Deadly communal clashes in western Myanmar have cleaved apart communities, leaving Buddhists and Muslims deeply sceptical about whether they can ever live side by side again.
Dozens of people have been killed in unrest which has swept Rakhine state, with tens of thousands of people
displaced as neighbourhoods were set ablaze and knife-wielding mobs stalked the streets.
Both sides blame the other for the cycle of revenge attacks, apparently sparked by the rape and murder of a Rakhine woman and the subsequent lynching of 10 Muslims by a crowd of angry Buddhists.
The spasm of violence has exposed deep divisions between the mostly Buddhist ethnic Rakhine and the Muslim Rohingya, and prospects for reconciliation between the communities appear distant.
"We lived together in the past. We are very sorry this is happening because we used to help each other," said Mya Win, 48, who sought refuge during the unrest in a monastery with other ethnic Rakhine women and children.
"But they (the Muslims) started to attack us. Although we were friends before, I don't want to see them at all now because we have no home... it is impossible to live together in the future," she added.
A Muslim from near the state capital Sittwe, who has taken his family to live with relatives in a predominately Muslim village, was equally adamant that the damage to community relations was beyond repair.
"I will not return to live in my village, not with them," the 36-year-old man told AFP by telephone, requesting anonymity.
Explaining why his family -- his wife, two sons and a younger sister -- fled their home, he said the head of the village told him their neighbours could turn on them at any moment.
"It was easy to live together in this village before. My family has lived there for 50 years. We were like one big family. But the crisis began and they hate us... they do not want to see our faces."
While not all Muslims in Rakhine are Rohingya, other followers of the religion have also been caught up in the unrest.
Stateless and described by the United Nations as one of the world's most persecuted minorities, the Rohingya are viewed by Myanmar's government and many Burmese as illegal immigrants from neighbouring Bangladesh.
There are an estimated 800,000 Rohingya in Myanmar -- where they are commonly referred to as "Bengalis" -- and about 300,000 in Bangladesh, which has turned away hundreds more trying to flee the violence this month.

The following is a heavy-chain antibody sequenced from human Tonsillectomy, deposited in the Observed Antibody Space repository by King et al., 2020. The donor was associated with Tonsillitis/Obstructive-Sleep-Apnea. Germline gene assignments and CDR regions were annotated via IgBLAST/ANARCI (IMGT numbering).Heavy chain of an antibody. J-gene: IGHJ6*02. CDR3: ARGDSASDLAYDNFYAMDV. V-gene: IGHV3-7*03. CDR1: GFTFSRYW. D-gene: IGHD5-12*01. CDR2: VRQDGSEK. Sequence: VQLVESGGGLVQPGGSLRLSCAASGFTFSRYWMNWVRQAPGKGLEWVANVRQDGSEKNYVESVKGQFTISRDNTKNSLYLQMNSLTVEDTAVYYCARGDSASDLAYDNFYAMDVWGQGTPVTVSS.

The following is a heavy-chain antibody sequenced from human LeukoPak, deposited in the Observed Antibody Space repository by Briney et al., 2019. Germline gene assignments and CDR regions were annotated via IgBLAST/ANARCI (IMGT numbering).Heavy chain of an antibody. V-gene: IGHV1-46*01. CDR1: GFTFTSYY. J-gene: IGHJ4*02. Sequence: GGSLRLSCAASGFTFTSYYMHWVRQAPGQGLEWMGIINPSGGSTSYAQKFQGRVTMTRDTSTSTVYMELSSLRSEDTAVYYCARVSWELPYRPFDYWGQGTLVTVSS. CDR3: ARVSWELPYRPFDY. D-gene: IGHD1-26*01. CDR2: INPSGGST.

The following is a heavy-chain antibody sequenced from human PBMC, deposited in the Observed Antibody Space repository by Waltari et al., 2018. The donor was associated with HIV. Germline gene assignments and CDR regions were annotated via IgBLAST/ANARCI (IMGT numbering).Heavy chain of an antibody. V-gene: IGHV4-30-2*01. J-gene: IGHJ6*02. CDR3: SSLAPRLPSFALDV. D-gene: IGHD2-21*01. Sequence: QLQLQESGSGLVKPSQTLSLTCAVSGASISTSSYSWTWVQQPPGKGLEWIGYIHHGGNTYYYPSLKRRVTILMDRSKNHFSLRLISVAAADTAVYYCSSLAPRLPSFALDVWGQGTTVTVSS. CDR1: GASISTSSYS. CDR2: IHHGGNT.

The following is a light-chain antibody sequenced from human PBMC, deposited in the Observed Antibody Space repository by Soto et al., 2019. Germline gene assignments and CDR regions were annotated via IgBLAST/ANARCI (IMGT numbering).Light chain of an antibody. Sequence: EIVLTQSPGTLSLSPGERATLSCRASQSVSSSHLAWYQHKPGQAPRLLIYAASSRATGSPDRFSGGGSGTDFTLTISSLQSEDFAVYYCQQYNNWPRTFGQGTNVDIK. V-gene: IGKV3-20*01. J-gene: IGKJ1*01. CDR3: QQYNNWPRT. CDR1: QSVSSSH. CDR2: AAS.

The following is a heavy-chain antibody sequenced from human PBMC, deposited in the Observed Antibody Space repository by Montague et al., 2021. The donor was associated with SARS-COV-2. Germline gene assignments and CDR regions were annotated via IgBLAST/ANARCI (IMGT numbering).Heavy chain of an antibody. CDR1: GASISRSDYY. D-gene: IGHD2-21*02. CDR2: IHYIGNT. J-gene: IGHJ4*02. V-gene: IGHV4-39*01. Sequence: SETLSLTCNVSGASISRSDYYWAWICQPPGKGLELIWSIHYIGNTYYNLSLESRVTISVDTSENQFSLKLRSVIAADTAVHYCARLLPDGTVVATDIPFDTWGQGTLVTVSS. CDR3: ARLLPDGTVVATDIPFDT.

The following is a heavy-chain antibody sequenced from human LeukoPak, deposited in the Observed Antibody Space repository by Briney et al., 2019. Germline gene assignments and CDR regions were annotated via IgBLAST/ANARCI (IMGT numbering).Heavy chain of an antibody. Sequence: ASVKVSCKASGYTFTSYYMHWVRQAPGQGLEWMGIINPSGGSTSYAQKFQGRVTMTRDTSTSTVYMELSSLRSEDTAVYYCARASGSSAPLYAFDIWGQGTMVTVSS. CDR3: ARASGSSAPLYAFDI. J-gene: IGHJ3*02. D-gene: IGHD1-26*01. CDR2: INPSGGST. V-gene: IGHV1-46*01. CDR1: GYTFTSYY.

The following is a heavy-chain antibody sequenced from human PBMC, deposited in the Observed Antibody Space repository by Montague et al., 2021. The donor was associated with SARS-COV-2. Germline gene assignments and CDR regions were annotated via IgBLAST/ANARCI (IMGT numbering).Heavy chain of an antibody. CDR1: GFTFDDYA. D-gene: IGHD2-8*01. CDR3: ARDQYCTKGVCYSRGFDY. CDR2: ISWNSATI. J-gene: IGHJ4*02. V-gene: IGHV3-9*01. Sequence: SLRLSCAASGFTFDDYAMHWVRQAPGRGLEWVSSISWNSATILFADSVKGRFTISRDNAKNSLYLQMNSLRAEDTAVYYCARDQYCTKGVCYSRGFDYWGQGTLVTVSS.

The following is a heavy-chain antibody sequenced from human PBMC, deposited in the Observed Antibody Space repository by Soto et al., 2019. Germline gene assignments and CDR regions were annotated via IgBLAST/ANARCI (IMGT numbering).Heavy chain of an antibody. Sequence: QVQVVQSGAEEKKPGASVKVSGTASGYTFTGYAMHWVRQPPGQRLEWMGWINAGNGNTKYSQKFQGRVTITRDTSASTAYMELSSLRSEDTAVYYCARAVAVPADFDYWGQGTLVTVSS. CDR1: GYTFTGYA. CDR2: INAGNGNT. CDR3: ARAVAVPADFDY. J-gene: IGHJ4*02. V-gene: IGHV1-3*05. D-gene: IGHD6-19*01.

Thousands of homes have been burned down and tens of thousands of people are sheltering in camps.
Analysts say festering resentments must be addressed if the communities are to live in peace.
"Latent tensions have existed for many years between the Muslims and Buddhists in Rakhine," said Jacques Leider, a historian at the French School of the Far East who is based in northern Thailand.
"The pre-requisite for living together is agreement on something," he added, explaining that sore points between the communities must be soothed if they are to co-exist.
Rakhine was previously home to many villages where Muslims and Buddhists lived in relative harmony.
But even before clashes rocked the state there were divisions, and the majority of Rohingya now live in three northern districts.
According to the UN they face discrimination including restrictions on their movements, and lack land rights, education and public services.
"In the past, there has been no attempt at reconciliation," said Aung Thu Nyein, an analyst at the Thailand-based Vahu Development Institute.
"It will take time to recover from the trauma," he said.
But among the bleak portents, there remains some hope that bonds built over years living side by side are strong enough to endure the violence.
"For over a thousand years we have lived together peacefully," says Abu Tahay, an official with the Democratic Party National Development, which represents the Rohingya.
"If the authorities and the government take responsibility, it will be easy to live together," he said.
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